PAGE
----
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From Longman Dictionary of Contemporary Englishdogmaticdog‧mat‧ic /dɒɡˈmætɪk $ dɒːɡ-, dɑːɡ-/ adjective  STUBBORNsomeone who is dogmatic is completely certain of their beliefs and expects other people to accept them without arguing Her staff find her bossy and dogmatic.dogmatically /-kli/ adverbdogmatism /ˈdɒɡmətɪzəm $ ˈdɒːɡ-, ˈdɑːɡ-/ noun [uncountable] the narrow dogmatism of the pastdogmatist noun [countable]
Examples from the Corpus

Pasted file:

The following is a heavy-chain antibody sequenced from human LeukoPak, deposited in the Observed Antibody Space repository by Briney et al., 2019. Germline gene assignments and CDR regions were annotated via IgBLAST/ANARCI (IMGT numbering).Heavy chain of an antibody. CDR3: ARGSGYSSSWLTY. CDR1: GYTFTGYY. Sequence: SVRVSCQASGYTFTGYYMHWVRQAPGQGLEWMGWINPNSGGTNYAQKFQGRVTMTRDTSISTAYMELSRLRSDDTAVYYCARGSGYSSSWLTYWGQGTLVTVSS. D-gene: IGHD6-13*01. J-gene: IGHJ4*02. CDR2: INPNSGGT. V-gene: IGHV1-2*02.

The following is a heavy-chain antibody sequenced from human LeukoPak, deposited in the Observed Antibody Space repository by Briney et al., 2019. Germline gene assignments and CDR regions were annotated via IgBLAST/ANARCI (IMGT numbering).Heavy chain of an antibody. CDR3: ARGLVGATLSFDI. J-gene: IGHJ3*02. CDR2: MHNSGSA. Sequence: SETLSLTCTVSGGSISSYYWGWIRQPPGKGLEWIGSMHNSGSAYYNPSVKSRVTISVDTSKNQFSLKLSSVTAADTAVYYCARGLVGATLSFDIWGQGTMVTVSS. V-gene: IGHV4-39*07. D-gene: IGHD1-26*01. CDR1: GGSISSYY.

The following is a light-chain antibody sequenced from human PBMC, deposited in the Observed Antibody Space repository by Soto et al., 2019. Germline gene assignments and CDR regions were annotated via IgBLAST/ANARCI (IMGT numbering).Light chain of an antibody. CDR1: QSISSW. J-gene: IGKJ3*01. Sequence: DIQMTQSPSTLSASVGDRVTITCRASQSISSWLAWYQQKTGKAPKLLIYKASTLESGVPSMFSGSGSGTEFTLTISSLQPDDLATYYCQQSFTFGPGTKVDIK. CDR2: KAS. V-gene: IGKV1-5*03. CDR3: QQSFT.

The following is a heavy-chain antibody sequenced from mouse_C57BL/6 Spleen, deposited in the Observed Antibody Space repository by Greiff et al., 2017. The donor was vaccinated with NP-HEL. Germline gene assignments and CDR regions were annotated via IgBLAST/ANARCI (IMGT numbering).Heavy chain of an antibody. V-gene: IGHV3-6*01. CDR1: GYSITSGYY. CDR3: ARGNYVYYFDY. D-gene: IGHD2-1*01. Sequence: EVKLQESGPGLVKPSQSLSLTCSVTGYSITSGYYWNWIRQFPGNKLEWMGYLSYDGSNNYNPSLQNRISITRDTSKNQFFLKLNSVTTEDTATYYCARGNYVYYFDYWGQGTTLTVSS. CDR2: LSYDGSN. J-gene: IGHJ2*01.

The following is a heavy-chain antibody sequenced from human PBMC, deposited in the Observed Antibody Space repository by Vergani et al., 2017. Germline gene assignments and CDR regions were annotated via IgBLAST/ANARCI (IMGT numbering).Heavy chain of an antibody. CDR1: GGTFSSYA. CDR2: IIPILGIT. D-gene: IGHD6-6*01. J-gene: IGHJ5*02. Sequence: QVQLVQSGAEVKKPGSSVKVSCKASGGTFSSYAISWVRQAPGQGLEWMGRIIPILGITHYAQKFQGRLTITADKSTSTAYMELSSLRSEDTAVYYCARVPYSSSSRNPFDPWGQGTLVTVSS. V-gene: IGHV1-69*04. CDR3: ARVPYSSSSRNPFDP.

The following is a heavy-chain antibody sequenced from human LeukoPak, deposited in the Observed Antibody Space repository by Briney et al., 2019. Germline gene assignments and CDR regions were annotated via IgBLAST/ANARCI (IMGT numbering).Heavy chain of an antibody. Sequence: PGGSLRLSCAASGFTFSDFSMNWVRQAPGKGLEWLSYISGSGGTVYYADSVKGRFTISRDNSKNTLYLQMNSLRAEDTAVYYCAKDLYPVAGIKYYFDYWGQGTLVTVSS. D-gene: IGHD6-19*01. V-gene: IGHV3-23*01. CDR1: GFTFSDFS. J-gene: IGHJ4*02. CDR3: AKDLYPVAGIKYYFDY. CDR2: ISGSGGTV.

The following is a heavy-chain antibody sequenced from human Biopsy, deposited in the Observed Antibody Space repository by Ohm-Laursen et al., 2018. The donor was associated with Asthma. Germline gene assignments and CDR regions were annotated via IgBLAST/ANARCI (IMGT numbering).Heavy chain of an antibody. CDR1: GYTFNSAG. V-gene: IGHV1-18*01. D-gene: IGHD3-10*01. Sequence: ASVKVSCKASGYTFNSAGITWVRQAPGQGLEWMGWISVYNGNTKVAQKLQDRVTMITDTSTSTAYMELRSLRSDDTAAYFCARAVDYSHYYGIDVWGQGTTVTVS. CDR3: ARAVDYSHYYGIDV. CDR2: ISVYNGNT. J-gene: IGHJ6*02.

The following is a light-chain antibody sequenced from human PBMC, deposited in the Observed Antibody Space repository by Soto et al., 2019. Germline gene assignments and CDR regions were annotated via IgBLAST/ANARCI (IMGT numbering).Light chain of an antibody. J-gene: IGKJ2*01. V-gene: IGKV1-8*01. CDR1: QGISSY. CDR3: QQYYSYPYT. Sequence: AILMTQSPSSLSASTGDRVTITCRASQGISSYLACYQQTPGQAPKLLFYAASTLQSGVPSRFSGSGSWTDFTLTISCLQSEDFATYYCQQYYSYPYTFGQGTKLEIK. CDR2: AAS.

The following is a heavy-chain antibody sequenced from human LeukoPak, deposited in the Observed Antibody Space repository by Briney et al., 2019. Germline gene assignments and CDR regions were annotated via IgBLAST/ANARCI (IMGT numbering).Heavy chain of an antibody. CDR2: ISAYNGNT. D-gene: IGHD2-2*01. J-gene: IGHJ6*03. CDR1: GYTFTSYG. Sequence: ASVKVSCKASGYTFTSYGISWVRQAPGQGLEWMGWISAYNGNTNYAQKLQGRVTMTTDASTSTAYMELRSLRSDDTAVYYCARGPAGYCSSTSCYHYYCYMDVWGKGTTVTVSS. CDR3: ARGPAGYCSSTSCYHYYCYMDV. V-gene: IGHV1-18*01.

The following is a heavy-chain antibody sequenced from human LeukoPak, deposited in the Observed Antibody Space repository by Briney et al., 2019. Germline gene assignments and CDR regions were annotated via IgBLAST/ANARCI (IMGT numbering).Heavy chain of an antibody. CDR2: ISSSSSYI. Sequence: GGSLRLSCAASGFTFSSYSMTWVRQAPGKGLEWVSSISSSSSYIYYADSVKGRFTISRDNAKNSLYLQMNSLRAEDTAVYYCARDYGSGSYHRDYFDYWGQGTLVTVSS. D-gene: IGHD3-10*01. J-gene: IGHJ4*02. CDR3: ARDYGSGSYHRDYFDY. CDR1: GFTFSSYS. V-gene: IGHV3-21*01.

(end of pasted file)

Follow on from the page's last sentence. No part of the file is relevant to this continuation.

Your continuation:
dogmaticHer employees find her bossy and dogmatic.They should therefore caution us against being overly dogmatic.His argument, if it counts as such, is a dogmatic admission of defeat, unsupported by quantitative evidence.The whole subject has become far too ambiguous, and too barnacled with exegesis, for dogmatic analysis.I only know there was a father who was both idolised and undoubtedly feared, a dogmatic and overbearing Catholic.He was seen as an enlightened despot pursuing liberal policies in the face of dogmatic reaction from priests and landlords.But in the meantime the history of Yiddish warns us to be wary of dogmatic statements about its life and death.
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